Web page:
Continued staffing issues shuts down county's juvenile residential facility
County corrections officials say employee turnover is a problem.
Sedgwick County closed its juvenile residential facility due to continued staffing issues in its corrections system.
Staff from the residential facility was then moved to the county’s juvenile detention facility to make up for its shortage of workers.
The residential facility allows juveniles to serve their sentences without confinement, according to the county. The detention facility is more restrictive, like a jail.
“Staff issue, 100 percent,” Assistant Director of Corrections Steven Stonehouse said at a county staff meeting.
Before the closure, there were five juveniles in the residential program, which previously was moved to the detention facility to help with staffing issues. Juveniles who are part of that program are now in confinement.
“The kids put their jumpsuits on and became (juvenile detention facility) residents,” Stonehouse said.
Even with pay increases and bonuses, the county says current staffers are leaving due to burnout or moving to other county departments.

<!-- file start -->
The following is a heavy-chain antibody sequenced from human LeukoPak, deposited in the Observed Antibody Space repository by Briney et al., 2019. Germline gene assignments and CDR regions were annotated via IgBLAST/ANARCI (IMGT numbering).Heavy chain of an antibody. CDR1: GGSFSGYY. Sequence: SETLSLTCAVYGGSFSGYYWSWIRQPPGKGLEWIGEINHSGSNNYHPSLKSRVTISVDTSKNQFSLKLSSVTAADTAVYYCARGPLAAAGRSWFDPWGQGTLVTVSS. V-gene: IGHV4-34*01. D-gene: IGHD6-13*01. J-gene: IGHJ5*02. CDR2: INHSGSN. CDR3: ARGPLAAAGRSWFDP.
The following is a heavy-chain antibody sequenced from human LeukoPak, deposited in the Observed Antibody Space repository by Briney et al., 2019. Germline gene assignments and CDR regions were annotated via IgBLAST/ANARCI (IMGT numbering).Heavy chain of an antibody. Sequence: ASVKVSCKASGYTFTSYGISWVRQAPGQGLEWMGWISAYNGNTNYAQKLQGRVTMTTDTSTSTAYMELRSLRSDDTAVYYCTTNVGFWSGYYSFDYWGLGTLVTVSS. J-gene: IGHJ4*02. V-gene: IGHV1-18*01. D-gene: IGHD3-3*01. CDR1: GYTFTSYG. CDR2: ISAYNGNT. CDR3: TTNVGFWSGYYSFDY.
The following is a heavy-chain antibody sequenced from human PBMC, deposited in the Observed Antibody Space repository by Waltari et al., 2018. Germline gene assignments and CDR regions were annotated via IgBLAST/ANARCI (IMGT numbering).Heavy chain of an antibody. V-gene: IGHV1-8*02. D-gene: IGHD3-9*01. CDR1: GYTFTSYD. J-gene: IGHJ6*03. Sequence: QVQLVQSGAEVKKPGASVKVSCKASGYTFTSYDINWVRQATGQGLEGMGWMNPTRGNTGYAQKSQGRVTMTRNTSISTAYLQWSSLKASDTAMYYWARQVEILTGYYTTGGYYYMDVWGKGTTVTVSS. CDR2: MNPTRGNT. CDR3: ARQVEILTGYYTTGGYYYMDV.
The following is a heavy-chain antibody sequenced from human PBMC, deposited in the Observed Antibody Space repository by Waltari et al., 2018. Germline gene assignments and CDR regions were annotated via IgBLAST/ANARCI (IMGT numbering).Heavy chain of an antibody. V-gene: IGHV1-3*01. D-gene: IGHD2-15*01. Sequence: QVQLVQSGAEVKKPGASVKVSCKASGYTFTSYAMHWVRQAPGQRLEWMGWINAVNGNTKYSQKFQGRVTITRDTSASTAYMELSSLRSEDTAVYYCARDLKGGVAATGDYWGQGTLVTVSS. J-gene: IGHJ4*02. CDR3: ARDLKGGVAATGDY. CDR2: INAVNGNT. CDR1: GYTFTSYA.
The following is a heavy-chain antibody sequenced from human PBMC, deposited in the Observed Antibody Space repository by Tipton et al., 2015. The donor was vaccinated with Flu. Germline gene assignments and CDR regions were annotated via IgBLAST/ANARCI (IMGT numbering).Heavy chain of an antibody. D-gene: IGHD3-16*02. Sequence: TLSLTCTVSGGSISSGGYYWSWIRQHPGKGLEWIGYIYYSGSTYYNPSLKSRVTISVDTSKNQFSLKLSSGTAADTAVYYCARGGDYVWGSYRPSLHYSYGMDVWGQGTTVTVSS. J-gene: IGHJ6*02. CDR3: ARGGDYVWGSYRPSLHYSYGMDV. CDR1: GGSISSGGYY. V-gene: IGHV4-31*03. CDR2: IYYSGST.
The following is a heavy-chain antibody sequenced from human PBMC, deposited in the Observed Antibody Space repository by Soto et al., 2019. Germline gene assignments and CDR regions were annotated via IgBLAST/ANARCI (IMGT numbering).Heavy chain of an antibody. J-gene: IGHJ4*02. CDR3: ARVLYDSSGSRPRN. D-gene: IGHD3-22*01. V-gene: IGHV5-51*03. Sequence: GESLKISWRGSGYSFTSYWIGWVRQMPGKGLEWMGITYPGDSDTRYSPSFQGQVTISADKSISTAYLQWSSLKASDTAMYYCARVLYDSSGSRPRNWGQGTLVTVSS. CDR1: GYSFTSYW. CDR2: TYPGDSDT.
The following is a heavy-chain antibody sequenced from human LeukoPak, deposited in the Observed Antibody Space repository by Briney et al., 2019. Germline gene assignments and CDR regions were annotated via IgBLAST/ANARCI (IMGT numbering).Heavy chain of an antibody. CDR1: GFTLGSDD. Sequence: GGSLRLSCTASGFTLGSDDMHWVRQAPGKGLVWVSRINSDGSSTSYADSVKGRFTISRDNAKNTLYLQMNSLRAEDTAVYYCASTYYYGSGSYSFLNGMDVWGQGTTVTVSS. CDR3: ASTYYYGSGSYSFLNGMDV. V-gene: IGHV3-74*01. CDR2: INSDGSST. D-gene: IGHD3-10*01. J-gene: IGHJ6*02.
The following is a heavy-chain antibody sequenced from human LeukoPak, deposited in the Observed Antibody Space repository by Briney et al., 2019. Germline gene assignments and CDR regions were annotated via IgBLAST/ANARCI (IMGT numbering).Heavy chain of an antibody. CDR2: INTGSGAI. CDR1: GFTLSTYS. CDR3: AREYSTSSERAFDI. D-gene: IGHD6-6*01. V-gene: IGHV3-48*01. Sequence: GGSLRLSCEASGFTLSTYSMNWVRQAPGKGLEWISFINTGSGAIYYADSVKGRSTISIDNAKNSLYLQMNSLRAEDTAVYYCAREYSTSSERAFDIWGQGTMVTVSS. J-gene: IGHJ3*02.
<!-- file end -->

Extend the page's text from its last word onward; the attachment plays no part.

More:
“They're going to the appraiser's office, they're going to finance, they're going to different places within the county. So these tend to be our more tenured staff,” Stonehouse said.
“So we have the churning … in the lower levels of people [that are] here a year, six months, whatever. And now higher level folks are leaving, too. So it's unprecedented what we're looking at.”
The news surprised county commissioners when they were told last week – including Commissioner Jim Howell.
“This is another example of where we're not actually effectively solving the problems,” Howell said.
“We’re simply, because of money, backing away from any type of effective program that actually helps these kids not reoffend and not become issues in the community and not end up in a penitentiary in the future.”
A report by the countyshowed that only 1 percent of youth who were at the residential facility from 2015-19 were arrested for new crimes.
The closure comes as a community task force set up by the city of Wichita and Sedgwick Countypushed for a restorative justice program to keep youth out of jails. The task force was set up following the death of 17-year-old Cedric Lofton in a county juvenile facility.
"While imperfect, this program was a step in the right direction toward a youth justice system focused on rehabilitation and healing over punishment," Marquetta Atkins with Progeny, a Kansas group focused on changing the juvenile justice system, said in a statement. Atkins was also a member of the community task force.